1) Get a good mouthpiece, not plastic. It makes a huge difference. A Portnoy bp02 is a good place to start, and they turn up used on eBay for $30-50.
2) Get a good ligature (thing that holds the reed on). A Rovner is about $20 on Amazon and allows the reed to vibrate freely and evenly (cheap metal ligs can pinch) and sounds better.
3) Buy a couple Fibracell reeds. They are a synthetic material that looks like a regular reed, but don't have to be soaked before each use, and don't squeak, split, chip, warp, are easier to get a good sound out of, and last for months. They cost about $13 each, but 2 or 3 would probably last him a year if he's careful with them. 2.5 would be a good strength for a beginner. If he decides to stick with clarinet, he can move to natural reeds in a couple years: they have a slightly better tone but are fragile, require adjusting and wetting, have a shorter life and you won't get 10 good ones in a box of 10!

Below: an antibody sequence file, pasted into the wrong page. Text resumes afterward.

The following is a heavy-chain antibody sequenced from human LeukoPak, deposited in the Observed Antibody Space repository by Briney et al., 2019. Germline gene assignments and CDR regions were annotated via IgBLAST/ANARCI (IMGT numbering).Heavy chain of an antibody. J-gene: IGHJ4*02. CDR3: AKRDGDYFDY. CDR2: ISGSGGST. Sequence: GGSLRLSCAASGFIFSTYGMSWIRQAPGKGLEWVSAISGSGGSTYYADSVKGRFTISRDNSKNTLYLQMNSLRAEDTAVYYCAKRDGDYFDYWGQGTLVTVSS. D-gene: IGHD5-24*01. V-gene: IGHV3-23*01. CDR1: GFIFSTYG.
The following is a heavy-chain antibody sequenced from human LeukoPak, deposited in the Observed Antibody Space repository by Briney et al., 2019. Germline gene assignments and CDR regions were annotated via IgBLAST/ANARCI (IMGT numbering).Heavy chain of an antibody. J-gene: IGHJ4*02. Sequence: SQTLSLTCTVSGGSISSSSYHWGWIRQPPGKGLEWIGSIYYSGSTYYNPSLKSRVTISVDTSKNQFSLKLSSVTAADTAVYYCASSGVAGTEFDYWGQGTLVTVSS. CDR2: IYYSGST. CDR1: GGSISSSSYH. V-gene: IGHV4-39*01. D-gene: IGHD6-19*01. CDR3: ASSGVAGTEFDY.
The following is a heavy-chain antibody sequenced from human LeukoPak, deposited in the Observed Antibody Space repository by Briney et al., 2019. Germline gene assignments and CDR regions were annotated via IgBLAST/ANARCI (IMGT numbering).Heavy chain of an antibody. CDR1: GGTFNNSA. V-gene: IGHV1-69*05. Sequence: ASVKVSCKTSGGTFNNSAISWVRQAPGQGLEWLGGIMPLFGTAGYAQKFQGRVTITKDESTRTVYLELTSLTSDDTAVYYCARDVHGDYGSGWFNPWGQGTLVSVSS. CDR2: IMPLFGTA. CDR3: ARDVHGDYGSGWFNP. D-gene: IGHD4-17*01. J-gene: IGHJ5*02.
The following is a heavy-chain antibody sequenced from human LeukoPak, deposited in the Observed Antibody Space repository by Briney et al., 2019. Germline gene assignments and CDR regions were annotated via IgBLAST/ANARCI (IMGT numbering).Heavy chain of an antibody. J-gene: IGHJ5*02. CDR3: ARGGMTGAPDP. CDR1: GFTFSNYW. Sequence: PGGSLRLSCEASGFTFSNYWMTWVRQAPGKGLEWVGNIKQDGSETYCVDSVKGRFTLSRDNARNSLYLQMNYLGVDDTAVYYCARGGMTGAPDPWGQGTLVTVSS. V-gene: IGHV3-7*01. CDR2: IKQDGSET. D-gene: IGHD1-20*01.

4) Make sure that, even if he's playing an inexpensive student horn (plastic) that its a decent brand, like Yamaha, Bundy, Vito or Buffet, (not some Chinese POS) and that all the pads seal and it is properly adjusted. A horn that has even a small leak can be a nightmare to play well, play in tune, etc. and is really frustrating for a child who hasn't developed skills for delayed gratification.
5) Buy or download a clarinet fingering chart, to figure out what all those buttons do! Clarinets are complicated and there is often more than 1 way to play the same note.
6) It would be a good idea to get a beginner lesson or 2 for both of you from a local teacher, just to get you off on the right foot. Once someone shows you the right way, you'll get it. Starting with a poor setup or bad mouth position is only going to result in frustration, limited technique, and probably retraining down the road... Hope that helps! Holiday hugs, Jeremy